Then the school offered its own share of familiar trees. Right in the middle of our school premises ( St. Joseph’s), just on the periphery of the assembly ground and overlooking the entire middle campus, this huge tamarind tree stood there for the past 70 years. Its fruit laden canopy was just one amongst the myriad things that attracted us to it and was an eyewitness to the chirpy babble of the thousands of girls who passed out each year, carrying with them tales to share about their favourite tree. It conversed through its nods during our intervals and shared our silence while we wrote our exams. And yes,it helped that it bore the most forbidden (and hence, most yearned for) of fruits— sour, deep brown but equally luscious tamarinds! Every morning, we jumped out of our vehicles and headed straight towards the tree, dropped our bags at its feet and began running around it.Some grabbed the few juicy tamarind pods that the tree had dropped at night. There was much rejoicing over good fortune if a pod happened to fall on someone’s lap while we were having lunch beneath the tree! We would check if there was any chance of getting more fruit by throwing pebbles at the branches. But there was the fear of being spotted by the nuns who watched us consistently. Maybe… the tree knew that it stood on the grounds of a strict convent school and that the Mother Superior would not like us going crazy over tamarind instead of pursuing knowledge!
It used to be a sight to watch hundreds of students lineup for the prayer assembly under its cool shade. Years after I left school, I realised that the magic of the tree lay not in its fruit, nor in its shade, nor in the bark that we leaned against to read. It was the irresistible matronly shape, its drooping foliage that seemed to place its arms around us like a loving mother. In an environment charged up with classes, activities and fierce competition, the tree provided a sense of stability. Although there were numerous trees in the campus — huge gulmohars, nilgiris, coconut palms and even a peepal, the tamarind tree held a special place in everyone’s heart. The other trees came into limelight only when the incessant rains uprooted one of them every rainy season. We were often asked by our mothers to wait under the tree, perhaps because they felt we would be safe there. I remember some of my cousins fearing the sight of it, especially at dusk, for they said a tamarind tree is the favourite home for ghosts. But I was not one to buy this theory when I played in its shade every day, right into the evenings when we stayed back for practice,without ever sighting even the ghost of a ghost! When it was time to lay concrete across the middle ground, we all feared the tree will be felled. But the nuns loved the tree as much as we did, and it was preserved. A whole page was dedicated to the tamarind tree in the school’s centennial magazine! And lucky me, for I was selected to model with it with our principal in tow.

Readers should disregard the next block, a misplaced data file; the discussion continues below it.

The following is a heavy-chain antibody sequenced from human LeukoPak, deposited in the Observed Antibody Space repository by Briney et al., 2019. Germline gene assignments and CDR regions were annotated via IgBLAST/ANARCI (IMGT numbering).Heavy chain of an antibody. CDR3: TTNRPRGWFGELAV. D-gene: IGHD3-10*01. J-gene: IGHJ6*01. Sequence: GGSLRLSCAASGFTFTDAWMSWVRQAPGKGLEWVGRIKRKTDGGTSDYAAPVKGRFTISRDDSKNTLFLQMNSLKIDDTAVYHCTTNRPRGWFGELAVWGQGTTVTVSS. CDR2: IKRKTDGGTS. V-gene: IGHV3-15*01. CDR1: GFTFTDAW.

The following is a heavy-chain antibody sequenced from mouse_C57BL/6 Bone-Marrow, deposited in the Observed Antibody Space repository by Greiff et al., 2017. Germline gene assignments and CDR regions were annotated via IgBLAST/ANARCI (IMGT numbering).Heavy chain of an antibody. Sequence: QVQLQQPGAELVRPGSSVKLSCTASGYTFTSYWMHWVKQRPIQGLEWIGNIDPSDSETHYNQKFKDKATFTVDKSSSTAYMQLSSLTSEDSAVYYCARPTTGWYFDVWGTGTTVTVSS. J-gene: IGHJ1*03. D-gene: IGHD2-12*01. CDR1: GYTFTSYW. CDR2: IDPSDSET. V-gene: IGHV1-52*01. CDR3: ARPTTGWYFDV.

Trees must be loved. Love those commoners in the forest, lost among the biggies, love the lone special one in your backyard. Climb and sit on the branches and never care for the stinging ants. Hold their leaves in hand, rub against their rough bark. Look at them with affection and you’ll realize that they talk back. Plant them in thousands and don’t ever work an axe on any tree. They can’t talk in words, they may not smile as we do, but all their emotions can be felt in ours. I don’t know if trees can remember people who love them, but I know that these trees are one of the most loved treasures of my life!